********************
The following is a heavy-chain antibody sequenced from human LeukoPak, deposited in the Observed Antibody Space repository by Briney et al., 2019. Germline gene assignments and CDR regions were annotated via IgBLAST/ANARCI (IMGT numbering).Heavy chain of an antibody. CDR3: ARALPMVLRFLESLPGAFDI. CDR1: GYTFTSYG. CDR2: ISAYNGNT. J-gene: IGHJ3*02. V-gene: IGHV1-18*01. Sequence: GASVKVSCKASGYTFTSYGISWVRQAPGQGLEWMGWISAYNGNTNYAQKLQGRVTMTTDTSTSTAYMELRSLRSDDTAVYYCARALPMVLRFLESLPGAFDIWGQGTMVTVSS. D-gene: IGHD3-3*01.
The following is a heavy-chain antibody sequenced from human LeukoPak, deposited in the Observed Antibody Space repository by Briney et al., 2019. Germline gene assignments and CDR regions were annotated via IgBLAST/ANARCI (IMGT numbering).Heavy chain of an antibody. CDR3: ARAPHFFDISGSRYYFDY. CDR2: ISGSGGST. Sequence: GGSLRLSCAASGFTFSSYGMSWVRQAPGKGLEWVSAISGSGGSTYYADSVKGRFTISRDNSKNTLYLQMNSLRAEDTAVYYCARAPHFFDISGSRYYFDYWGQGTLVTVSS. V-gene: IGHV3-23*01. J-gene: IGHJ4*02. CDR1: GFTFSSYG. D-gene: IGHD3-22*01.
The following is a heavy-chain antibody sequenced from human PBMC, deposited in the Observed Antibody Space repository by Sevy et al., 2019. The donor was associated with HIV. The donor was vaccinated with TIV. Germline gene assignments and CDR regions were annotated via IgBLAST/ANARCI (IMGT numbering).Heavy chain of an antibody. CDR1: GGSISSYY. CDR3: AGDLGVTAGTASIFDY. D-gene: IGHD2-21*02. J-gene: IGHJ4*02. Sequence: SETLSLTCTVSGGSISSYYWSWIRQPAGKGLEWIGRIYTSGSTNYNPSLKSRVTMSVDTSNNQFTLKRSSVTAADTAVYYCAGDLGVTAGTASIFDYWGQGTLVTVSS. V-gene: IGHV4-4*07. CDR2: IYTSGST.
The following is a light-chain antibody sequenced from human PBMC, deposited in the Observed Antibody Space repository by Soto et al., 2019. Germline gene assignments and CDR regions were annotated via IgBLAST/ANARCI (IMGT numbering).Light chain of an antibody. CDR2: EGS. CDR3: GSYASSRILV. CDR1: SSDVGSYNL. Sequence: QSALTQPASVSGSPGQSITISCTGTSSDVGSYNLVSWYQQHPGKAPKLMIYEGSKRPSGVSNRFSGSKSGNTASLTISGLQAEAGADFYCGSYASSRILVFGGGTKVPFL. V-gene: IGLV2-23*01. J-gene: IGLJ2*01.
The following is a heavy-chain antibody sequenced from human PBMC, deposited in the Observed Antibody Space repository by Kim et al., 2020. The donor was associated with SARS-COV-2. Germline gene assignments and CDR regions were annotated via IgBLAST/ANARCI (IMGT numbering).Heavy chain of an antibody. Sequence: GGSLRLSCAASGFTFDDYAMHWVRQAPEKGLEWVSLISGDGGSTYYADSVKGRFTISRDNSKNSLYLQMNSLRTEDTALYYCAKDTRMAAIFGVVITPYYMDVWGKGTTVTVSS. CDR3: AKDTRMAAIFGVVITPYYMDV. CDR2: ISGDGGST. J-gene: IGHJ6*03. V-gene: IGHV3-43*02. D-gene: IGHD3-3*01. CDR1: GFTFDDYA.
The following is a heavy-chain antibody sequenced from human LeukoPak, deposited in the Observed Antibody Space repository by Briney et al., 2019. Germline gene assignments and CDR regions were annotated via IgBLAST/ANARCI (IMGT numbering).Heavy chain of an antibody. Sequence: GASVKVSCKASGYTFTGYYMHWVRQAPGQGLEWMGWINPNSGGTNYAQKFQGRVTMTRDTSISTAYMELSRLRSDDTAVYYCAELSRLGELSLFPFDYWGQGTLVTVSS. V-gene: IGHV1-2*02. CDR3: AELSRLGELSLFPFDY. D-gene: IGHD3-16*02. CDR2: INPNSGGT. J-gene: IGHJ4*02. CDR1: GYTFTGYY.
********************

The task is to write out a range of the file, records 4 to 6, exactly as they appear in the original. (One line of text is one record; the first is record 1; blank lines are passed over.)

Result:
The following is a light-chain antibody sequenced from human PBMC, deposited in the Observed Antibody Space repository by Soto et al., 2019. Germline gene assignments and CDR regions were annotated via IgBLAST/ANARCI (IMGT numbering).Light chain of an antibody. CDR2: EGS. CDR3: GSYASSRILV. CDR1: SSDVGSYNL. Sequence: QSALTQPASVSGSPGQSITISCTGTSSDVGSYNLVSWYQQHPGKAPKLMIYEGSKRPSGVSNRFSGSKSGNTASLTISGLQAEAGADFYCGSYASSRILVFGGGTKVPFL. V-gene: IGLV2-23*01. J-gene: IGLJ2*01.
The following is a heavy-chain antibody sequenced from human PBMC, deposited in the Observed Antibody Space repository by Kim et al., 2020. The donor was associated with SARS-COV-2. Germline gene assignments and CDR regions were annotated via IgBLAST/ANARCI (IMGT numbering).Heavy chain of an antibody. Sequence: GGSLRLSCAASGFTFDDYAMHWVRQAPEKGLEWVSLISGDGGSTYYADSVKGRFTISRDNSKNSLYLQMNSLRTEDTALYYCAKDTRMAAIFGVVITPYYMDVWGKGTTVTVSS. CDR3: AKDTRMAAIFGVVITPYYMDV. CDR2: ISGDGGST. J-gene: IGHJ6*03. V-gene: IGHV3-43*02. D-gene: IGHD3-3*01. CDR1: GFTFDDYA.
The following is a heavy-chain antibody sequenced from human LeukoPak, deposited in the Observed Antibody Space repository by Briney et al., 2019. Germline gene assignments and CDR regions were annotated via IgBLAST/ANARCI (IMGT numbering).Heavy chain of an antibody. Sequence: GASVKVSCKASGYTFTGYYMHWVRQAPGQGLEWMGWINPNSGGTNYAQKFQGRVTMTRDTSISTAYMELSRLRSDDTAVYYCAELSRLGELSLFPFDYWGQGTLVTVSS. V-gene: IGHV1-2*02. CDR3: AELSRLGELSLFPFDY. D-gene: IGHD3-16*02. CDR2: INPNSGGT. J-gene: IGHJ4*02. CDR1: GYTFTGYY.